We're also seeing the 'might makes right' mentality. Granted, we've always seen some of that in politics, and it's possible to swing too far the other way, but we're in an extreme right now. While some international leaders do support Bush, the vast majority of the international community seems horrified at what's going on in our nation. Our current government /is/ cutting ties and burning bridges, and that will have a lasting mark, too; in an increasingly small world, I don't feel America can stand alone indefinitely. I think this is going to come back and bite us, and badly, at some point in the future.

And as I said above, the country is deeply divided. The current government has not only shown no signs of wanting to smooth things over, but has instead made sneering comments on election night which imply they plan to further widen the divide. A divided country is an unhappy one; you see tensions, stress and generally hateful behavior on the rise, on both sides. I don't see the next four years being healing, and at this moment I DO think they would have been to some extent under John Kerry of necessity; without trying to heal the schism in our nation, he wouldn't have had the support to actually get anything /done/.

The majority's spoken about their America... and it's not mine. There are certainly similarities; we both take pride in our nation, and in our history. But the majority want a nation where the division of church and state is no longer necessary; not being mainstream Christian (I'm Quaker, which is a type of Christianity, but the west coast flavor is pretty liberal), I disagree, especially as it was religion and government becoming too closely entwined which led most people to come to the states centuries ago. We have Republican officials who've outright stated that they think unmarried women, or single mothers should not be allowed to work in education because it sets a bad example and promotes un-Christian family values!

The majority of our nation feels that homeland security is more important than personal freedom; I disagree, because I feel once you remove freedoms 'temporarily' it's a slippery slope, and some freedoms never come back. "Some rights have to be lost for the safety of all" is, as I understand it, more or less the reason many a dictator has originally used for removing rights which never come back. Many a regime which eventually gets decried for human rights abuses -- holding dissidents without recourse, torturing for confessions, etc. -- start with the removal of rights for 'the greater good.' As such, the idea of 'free speech' zones -- the concept that you're allowed to say whatever you want as long as you do it far away and out of sight -- frightens me deeply because of what it implies for future changes, as do things like the Patriot Act's far-reaching implications for personal privacy. And once rights are taken away, history shows that it is far harder to get them back.

The majority of our nation feels that we have the power and right to remove regimes in other nations which we do not agree with; while I agree we can't back out of Iraq now, I disagree on the sentiment. They say we had a right because Iraq affects our fossil fuel supply; alright, so that means a nation who affects your welfare, you have a right to a say in the governance of. They say that Hussein was not respecting personal freedoms, okay, I can buy that. But let's say some other nation looked at America, felt Bush was a walking violation of what it stood for (and no, I'm NOT comparing Bush to Hussein, but work with me here), noted that America's economy had an impact on theirs, and so invaded the US to try and remove Bush and put in a more favorable provisional government. Under this logic, if they have the ability to do so and it impacts their nation, they have the /right/ to do so. I disagree with that vehemently. (Afghanistan, I won't argue on, as they really /were/ part of 9/11; if you strike a blow at a nation, they are absolutely entitled to fight back, and we did.)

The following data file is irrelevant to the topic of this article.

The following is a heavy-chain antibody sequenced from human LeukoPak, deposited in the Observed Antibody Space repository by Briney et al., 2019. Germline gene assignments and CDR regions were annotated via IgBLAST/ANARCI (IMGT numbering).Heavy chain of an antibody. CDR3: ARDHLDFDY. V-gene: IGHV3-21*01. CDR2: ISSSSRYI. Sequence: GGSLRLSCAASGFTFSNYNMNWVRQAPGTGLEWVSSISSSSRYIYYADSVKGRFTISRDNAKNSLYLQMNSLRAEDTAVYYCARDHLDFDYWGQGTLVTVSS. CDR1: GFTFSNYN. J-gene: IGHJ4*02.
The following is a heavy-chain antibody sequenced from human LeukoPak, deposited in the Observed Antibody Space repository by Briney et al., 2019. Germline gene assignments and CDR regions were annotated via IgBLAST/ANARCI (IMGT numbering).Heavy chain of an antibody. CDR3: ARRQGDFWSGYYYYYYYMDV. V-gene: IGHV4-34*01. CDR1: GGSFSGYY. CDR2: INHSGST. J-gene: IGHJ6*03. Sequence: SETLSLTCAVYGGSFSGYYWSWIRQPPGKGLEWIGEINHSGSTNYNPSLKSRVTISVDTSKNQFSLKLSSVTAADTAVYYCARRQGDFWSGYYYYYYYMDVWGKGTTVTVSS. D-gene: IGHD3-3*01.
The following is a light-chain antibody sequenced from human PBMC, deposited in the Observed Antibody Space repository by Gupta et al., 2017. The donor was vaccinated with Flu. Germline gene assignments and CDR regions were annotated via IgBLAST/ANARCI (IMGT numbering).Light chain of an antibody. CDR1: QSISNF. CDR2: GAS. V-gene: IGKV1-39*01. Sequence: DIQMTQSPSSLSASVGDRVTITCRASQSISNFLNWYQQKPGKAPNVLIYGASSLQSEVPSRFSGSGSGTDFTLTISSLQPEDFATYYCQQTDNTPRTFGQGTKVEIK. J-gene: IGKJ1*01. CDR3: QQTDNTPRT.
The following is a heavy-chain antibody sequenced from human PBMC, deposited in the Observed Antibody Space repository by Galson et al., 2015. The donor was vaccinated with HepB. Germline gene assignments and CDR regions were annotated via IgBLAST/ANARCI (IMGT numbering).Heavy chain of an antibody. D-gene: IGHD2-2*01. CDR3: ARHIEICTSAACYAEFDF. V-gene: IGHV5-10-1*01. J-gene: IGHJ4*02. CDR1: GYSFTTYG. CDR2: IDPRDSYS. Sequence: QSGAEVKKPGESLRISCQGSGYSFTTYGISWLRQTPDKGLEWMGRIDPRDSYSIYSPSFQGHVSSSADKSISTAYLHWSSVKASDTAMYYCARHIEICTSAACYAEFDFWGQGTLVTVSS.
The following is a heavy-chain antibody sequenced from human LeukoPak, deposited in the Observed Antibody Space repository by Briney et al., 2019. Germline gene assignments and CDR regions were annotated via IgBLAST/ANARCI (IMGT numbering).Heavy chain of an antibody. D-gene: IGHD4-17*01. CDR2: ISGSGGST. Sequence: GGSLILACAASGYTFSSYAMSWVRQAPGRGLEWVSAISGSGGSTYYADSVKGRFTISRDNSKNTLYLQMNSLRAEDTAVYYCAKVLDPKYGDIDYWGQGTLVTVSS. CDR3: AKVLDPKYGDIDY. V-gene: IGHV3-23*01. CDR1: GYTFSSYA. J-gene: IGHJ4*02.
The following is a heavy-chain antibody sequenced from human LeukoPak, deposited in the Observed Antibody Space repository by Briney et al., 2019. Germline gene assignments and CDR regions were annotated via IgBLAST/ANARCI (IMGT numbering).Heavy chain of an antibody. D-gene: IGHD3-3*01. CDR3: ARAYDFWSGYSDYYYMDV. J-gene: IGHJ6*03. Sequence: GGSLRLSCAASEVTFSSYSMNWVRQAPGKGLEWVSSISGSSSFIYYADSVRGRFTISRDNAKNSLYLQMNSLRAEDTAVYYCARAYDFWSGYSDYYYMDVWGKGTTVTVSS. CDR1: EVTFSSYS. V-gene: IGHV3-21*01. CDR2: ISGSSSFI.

Yes, the president is transient, and there's only four years of Bush. But the majority has spoken about what they want America to be, a fundamental shift which will take decades to undo if it ever is undone (because I fully expect the Democratic party to start playing the faith card much more actively as well now, in hopes of courting a huge voting bloc they didn't realize was there). It isn't, in short, a president which we elected... it was a pivotal moment in the definition of what our country is. I think we made the wrong decision, dangerously so, but evidently a majority of the nation disagreed with me.

And so after this election, I don't know that I have the energy or desire to fight for a government which it seems the rest of the nation no longer wants. Maybe I'll find the energy again. Right now, I don't have it.


I think my answer for the next four years is going to be, "Don't blame me, I voted for Kodos." But seriously... I think there's a reason there's four years between elections, so we can muster the strength to rise up and try to switch administrations through the election process.

I did two PSAs for radio, targetted specifically at youth voters, only to find out less than one in ten voters were youth. Ugh. Speaking as a former youth: double Ugh.

-- ZC
I think both sides have been pretty shameful, myself. I can't stand either of the main political parties, and both candidates had strengths and weaknesses.

I do admit I was hoping we'd end up with the executive branch and legislative branch of different parties -- in either way.

And I agree, no gloating. But the thing is, I really don't think that many of those who voted for Kerry would be restraining themselves either, had their side won. I do, however, hope that the venom spewed has made both sides think about things and be willing to try and work together for the betterment of everything, because that's far more important than who is president. At least to me.
I like to think Kerry supporters would not be as in-your-face taunting as some Bush supporters have been, nor would they gloat that this proves their party and candidate are blessed by God and given the divine right to rule (again, as some Bush supporters have been doing). However, this may admittedly be idealistic and wishful thinking on my part. :)